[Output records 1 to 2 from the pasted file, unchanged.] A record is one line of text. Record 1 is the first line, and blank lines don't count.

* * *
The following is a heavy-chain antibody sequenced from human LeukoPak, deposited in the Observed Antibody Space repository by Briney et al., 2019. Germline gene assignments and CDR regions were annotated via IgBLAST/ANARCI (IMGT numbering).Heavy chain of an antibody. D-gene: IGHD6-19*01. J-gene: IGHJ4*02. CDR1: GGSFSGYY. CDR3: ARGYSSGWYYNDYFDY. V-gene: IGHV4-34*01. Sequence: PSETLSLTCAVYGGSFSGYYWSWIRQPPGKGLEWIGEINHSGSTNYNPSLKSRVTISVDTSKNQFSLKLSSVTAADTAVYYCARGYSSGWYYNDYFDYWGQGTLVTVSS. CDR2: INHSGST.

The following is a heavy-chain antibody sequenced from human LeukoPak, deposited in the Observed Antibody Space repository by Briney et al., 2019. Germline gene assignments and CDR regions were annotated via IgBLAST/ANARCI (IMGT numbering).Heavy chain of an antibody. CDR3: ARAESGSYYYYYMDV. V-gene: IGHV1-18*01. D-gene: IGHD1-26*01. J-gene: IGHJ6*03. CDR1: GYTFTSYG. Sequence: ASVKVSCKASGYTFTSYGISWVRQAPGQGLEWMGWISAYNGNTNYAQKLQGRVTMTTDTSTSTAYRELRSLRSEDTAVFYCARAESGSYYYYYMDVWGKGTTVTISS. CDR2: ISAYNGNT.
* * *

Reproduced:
The following is a heavy-chain antibody sequenced from human LeukoPak, deposited in the Observed Antibody Space repository by Briney et al., 2019. Germline gene assignments and CDR regions were annotated via IgBLAST/ANARCI (IMGT numbering).Heavy chain of an antibody. D-gene: IGHD6-19*01. J-gene: IGHJ4*02. CDR1: GGSFSGYY. CDR3: ARGYSSGWYYNDYFDY. V-gene: IGHV4-34*01. Sequence: PSETLSLTCAVYGGSFSGYYWSWIRQPPGKGLEWIGEINHSGSTNYNPSLKSRVTISVDTSKNQFSLKLSSVTAADTAVYYCARGYSSGWYYNDYFDYWGQGTLVTVSS. CDR2: INHSGST.

The following is a heavy-chain antibody sequenced from human LeukoPak, deposited in the Observed Antibody Space repository by Briney et al., 2019. Germline gene assignments and CDR regions were annotated via IgBLAST/ANARCI (IMGT numbering).Heavy chain of an antibody. CDR3: ARAESGSYYYYYMDV. V-gene: IGHV1-18*01. D-gene: IGHD1-26*01. J-gene: IGHJ6*03. CDR1: GYTFTSYG. Sequence: ASVKVSCKASGYTFTSYGISWVRQAPGQGLEWMGWISAYNGNTNYAQKLQGRVTMTTDTSTSTAYRELRSLRSEDTAVFYCARAESGSYYYYYMDVWGKGTTVTISS. CDR2: ISAYNGNT.